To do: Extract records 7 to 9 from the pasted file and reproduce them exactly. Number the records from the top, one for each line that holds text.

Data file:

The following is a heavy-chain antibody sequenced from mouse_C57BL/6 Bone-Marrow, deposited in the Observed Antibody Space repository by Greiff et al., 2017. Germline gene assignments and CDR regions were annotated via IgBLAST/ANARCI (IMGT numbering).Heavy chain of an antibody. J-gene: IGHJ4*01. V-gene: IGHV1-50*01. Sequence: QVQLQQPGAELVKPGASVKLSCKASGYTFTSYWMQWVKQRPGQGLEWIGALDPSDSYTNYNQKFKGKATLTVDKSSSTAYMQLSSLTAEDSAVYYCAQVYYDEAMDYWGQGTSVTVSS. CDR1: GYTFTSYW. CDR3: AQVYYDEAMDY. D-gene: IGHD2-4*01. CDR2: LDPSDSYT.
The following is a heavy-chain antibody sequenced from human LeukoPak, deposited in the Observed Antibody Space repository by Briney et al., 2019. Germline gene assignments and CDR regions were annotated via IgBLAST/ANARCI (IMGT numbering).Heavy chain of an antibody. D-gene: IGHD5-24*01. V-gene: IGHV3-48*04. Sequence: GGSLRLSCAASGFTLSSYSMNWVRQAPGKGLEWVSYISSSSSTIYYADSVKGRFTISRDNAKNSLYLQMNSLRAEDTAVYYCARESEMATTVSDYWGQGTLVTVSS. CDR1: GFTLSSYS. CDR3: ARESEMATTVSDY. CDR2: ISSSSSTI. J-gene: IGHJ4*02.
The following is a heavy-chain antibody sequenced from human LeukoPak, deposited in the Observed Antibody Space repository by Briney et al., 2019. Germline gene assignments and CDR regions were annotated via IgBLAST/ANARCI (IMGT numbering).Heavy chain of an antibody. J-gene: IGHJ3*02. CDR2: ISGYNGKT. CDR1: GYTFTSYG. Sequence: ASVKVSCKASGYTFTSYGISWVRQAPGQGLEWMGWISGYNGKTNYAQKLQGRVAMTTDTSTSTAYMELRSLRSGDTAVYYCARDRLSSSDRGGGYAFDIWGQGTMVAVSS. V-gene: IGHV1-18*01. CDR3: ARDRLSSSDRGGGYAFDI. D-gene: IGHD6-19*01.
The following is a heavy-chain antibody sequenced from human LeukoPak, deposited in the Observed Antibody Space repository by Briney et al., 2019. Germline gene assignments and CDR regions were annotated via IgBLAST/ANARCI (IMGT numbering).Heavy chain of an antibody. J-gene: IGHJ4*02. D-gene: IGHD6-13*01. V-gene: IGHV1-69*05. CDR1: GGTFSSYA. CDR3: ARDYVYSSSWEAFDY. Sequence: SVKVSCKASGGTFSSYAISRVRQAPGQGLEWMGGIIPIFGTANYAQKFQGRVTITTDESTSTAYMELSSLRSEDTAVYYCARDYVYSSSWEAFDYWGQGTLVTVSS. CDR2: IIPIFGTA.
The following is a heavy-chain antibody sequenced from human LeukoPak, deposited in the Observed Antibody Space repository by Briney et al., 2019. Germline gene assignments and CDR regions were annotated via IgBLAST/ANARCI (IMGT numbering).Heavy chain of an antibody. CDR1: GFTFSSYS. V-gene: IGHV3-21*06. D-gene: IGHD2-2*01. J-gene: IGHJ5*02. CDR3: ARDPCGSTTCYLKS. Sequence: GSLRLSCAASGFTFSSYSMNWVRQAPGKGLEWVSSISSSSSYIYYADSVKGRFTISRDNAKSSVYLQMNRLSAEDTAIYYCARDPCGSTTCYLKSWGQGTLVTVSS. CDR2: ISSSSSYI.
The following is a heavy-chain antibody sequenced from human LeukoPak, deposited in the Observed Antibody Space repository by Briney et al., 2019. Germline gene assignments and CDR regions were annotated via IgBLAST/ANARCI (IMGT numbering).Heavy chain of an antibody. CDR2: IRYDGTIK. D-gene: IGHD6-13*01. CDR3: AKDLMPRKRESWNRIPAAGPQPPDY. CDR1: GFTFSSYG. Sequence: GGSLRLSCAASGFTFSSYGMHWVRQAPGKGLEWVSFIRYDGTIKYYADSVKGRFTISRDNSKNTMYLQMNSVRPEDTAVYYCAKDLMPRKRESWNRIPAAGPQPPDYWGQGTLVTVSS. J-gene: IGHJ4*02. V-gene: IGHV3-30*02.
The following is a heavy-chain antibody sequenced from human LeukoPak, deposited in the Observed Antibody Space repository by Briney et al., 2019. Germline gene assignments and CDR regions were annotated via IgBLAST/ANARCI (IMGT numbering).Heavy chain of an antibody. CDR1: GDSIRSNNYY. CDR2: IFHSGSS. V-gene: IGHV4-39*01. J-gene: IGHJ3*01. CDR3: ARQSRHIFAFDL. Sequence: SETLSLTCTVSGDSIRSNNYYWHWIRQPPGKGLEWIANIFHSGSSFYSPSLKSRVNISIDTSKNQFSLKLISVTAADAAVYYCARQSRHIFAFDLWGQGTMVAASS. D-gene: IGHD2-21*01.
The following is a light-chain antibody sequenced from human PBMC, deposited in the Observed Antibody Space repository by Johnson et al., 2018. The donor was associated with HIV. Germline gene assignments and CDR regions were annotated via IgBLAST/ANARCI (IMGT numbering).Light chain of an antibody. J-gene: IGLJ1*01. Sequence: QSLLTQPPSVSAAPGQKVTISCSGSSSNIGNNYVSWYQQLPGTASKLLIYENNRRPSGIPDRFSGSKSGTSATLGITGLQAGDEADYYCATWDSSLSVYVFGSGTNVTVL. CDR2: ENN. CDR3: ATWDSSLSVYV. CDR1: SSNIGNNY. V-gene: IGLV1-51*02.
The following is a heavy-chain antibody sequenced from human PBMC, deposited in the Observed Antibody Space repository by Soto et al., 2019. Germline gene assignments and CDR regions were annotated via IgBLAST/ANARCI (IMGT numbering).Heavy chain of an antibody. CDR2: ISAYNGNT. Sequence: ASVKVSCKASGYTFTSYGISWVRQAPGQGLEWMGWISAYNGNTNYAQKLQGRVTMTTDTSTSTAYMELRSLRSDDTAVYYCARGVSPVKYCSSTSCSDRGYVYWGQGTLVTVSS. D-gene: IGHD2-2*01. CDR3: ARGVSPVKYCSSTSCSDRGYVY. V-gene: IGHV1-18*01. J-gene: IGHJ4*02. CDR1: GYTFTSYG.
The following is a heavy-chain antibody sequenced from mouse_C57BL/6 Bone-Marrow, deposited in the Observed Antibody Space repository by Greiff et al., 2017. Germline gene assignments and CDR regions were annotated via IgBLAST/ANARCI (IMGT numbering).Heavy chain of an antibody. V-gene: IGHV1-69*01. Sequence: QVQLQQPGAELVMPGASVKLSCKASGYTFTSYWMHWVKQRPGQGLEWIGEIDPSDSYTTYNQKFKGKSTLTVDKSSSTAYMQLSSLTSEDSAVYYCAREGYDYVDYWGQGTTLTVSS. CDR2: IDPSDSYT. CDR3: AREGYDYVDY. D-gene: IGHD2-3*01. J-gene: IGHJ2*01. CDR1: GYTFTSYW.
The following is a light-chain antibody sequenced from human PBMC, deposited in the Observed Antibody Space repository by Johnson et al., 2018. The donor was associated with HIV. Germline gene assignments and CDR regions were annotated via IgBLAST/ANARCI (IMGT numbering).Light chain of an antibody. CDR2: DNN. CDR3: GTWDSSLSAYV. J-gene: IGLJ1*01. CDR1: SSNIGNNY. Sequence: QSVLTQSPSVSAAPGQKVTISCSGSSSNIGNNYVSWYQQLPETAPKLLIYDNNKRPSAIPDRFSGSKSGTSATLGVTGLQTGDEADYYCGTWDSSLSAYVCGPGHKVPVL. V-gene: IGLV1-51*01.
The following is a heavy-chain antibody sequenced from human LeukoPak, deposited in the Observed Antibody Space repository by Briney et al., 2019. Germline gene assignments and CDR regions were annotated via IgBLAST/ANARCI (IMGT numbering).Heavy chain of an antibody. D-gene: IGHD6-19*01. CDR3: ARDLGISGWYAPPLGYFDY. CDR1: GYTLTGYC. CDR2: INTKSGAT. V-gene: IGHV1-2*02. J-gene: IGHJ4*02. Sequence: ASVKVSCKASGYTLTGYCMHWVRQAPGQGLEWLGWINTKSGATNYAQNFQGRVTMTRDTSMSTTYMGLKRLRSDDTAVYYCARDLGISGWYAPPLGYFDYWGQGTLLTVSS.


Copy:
The following is a heavy-chain antibody sequenced from human LeukoPak, deposited in the Observed Antibody Space repository by Briney et al., 2019. Germline gene assignments and CDR regions were annotated via IgBLAST/ANARCI (IMGT numbering).Heavy chain of an antibody. CDR1: GDSIRSNNYY. CDR2: IFHSGSS. V-gene: IGHV4-39*01. J-gene: IGHJ3*01. CDR3: ARQSRHIFAFDL. Sequence: SETLSLTCTVSGDSIRSNNYYWHWIRQPPGKGLEWIANIFHSGSSFYSPSLKSRVNISIDTSKNQFSLKLISVTAADAAVYYCARQSRHIFAFDLWGQGTMVAASS. D-gene: IGHD2-21*01.
The following is a light-chain antibody sequenced from human PBMC, deposited in the Observed Antibody Space repository by Johnson et al., 2018. The donor was associated with HIV. Germline gene assignments and CDR regions were annotated via IgBLAST/ANARCI (IMGT numbering).Light chain of an antibody. J-gene: IGLJ1*01. Sequence: QSLLTQPPSVSAAPGQKVTISCSGSSSNIGNNYVSWYQQLPGTASKLLIYENNRRPSGIPDRFSGSKSGTSATLGITGLQAGDEADYYCATWDSSLSVYVFGSGTNVTVL. CDR2: ENN. CDR3: ATWDSSLSVYV. CDR1: SSNIGNNY. V-gene: IGLV1-51*02.
The following is a heavy-chain antibody sequenced from human PBMC, deposited in the Observed Antibody Space repository by Soto et al., 2019. Germline gene assignments and CDR regions were annotated via IgBLAST/ANARCI (IMGT numbering).Heavy chain of an antibody. CDR2: ISAYNGNT. Sequence: ASVKVSCKASGYTFTSYGISWVRQAPGQGLEWMGWISAYNGNTNYAQKLQGRVTMTTDTSTSTAYMELRSLRSDDTAVYYCARGVSPVKYCSSTSCSDRGYVYWGQGTLVTVSS. D-gene: IGHD2-2*01. CDR3: ARGVSPVKYCSSTSCSDRGYVY. V-gene: IGHV1-18*01. J-gene: IGHJ4*02. CDR1: GYTFTSYG.